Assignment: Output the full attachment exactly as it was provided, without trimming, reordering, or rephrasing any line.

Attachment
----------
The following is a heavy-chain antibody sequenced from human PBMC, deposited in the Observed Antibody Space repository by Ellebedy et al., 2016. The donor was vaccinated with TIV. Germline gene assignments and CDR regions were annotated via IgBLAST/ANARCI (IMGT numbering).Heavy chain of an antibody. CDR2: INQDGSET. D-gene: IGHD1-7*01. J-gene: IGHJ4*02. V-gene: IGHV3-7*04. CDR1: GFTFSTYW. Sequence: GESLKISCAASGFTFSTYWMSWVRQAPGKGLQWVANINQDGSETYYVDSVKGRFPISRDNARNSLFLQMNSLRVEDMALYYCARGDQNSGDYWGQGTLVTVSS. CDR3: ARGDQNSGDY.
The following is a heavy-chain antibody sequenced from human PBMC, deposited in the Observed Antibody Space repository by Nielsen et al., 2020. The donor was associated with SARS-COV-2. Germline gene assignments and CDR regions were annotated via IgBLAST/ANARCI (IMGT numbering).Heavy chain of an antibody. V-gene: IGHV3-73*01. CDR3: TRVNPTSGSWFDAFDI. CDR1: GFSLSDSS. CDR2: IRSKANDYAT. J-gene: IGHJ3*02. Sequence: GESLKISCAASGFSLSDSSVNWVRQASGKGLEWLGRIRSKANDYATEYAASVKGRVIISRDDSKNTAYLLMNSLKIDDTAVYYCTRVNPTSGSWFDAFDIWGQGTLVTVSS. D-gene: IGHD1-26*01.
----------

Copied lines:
The following is a heavy-chain antibody sequenced from human PBMC, deposited in the Observed Antibody Space repository by Ellebedy et al., 2016. The donor was vaccinated with TIV. Germline gene assignments and CDR regions were annotated via IgBLAST/ANARCI (IMGT numbering).Heavy chain of an antibody. CDR2: INQDGSET. D-gene: IGHD1-7*01. J-gene: IGHJ4*02. V-gene: IGHV3-7*04. CDR1: GFTFSTYW. Sequence: GESLKISCAASGFTFSTYWMSWVRQAPGKGLQWVANINQDGSETYYVDSVKGRFPISRDNARNSLFLQMNSLRVEDMALYYCARGDQNSGDYWGQGTLVTVSS. CDR3: ARGDQNSGDY.
The following is a heavy-chain antibody sequenced from human PBMC, deposited in the Observed Antibody Space repository by Nielsen et al., 2020. The donor was associated with SARS-COV-2. Germline gene assignments and CDR regions were annotated via IgBLAST/ANARCI (IMGT numbering).Heavy chain of an antibody. V-gene: IGHV3-73*01. CDR3: TRVNPTSGSWFDAFDI. CDR1: GFSLSDSS. CDR2: IRSKANDYAT. J-gene: IGHJ3*02. Sequence: GESLKISCAASGFSLSDSSVNWVRQASGKGLEWLGRIRSKANDYATEYAASVKGRVIISRDDSKNTAYLLMNSLKIDDTAVYYCTRVNPTSGSWFDAFDIWGQGTLVTVSS. D-gene: IGHD1-26*01.